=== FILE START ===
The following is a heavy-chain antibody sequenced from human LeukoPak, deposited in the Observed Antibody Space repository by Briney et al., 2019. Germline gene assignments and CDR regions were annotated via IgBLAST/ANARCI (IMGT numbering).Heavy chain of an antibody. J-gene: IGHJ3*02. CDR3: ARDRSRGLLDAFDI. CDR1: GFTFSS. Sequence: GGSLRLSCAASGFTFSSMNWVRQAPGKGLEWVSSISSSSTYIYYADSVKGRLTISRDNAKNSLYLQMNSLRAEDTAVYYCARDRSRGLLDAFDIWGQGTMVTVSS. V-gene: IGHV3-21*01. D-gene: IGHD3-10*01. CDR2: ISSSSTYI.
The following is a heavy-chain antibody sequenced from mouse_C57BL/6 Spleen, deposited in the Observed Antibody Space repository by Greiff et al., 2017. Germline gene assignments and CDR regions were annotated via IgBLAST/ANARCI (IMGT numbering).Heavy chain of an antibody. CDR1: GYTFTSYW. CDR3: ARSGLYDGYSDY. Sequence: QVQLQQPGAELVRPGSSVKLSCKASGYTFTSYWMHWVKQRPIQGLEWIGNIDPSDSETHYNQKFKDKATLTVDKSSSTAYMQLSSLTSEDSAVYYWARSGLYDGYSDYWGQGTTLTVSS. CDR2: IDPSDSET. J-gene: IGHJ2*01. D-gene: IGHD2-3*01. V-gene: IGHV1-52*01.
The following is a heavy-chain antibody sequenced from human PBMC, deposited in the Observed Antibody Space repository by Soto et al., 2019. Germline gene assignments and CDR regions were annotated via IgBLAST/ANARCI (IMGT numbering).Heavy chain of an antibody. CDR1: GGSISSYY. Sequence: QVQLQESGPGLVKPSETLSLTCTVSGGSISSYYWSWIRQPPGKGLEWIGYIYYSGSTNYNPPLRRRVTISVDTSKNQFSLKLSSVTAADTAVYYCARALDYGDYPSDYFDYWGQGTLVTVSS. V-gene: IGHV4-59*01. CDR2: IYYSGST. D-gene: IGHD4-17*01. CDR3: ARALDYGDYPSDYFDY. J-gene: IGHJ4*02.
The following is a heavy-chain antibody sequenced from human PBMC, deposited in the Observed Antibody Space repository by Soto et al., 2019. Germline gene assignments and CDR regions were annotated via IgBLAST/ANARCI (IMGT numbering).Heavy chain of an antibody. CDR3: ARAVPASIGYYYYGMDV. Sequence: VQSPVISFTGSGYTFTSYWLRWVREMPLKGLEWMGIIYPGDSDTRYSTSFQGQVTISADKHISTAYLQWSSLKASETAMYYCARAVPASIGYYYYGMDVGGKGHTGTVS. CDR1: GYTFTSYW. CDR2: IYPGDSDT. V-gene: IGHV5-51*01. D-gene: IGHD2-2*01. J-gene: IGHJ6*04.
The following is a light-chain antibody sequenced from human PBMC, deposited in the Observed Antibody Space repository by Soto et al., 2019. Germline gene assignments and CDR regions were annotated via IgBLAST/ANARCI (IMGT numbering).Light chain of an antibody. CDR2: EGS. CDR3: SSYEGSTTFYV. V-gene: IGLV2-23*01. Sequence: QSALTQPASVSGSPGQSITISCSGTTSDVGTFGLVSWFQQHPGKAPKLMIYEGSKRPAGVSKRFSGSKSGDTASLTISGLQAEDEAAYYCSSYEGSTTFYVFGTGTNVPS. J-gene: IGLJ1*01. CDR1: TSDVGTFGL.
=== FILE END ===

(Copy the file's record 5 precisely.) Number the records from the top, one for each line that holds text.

The following is a light-chain antibody sequenced from human PBMC, deposited in the Observed Antibody Space repository by Soto et al., 2019. Germline gene assignments and CDR regions were annotated via IgBLAST/ANARCI (IMGT numbering).Light chain of an antibody. CDR2: EGS. CDR3: SSYEGSTTFYV. V-gene: IGLV2-23*01. Sequence: QSALTQPASVSGSPGQSITISCSGTTSDVGTFGLVSWFQQHPGKAPKLMIYEGSKRPAGVSKRFSGSKSGDTASLTISGLQAEDEAAYYCSSYEGSTTFYVFGTGTNVPS. J-gene: IGLJ1*01. CDR1: TSDVGTFGL.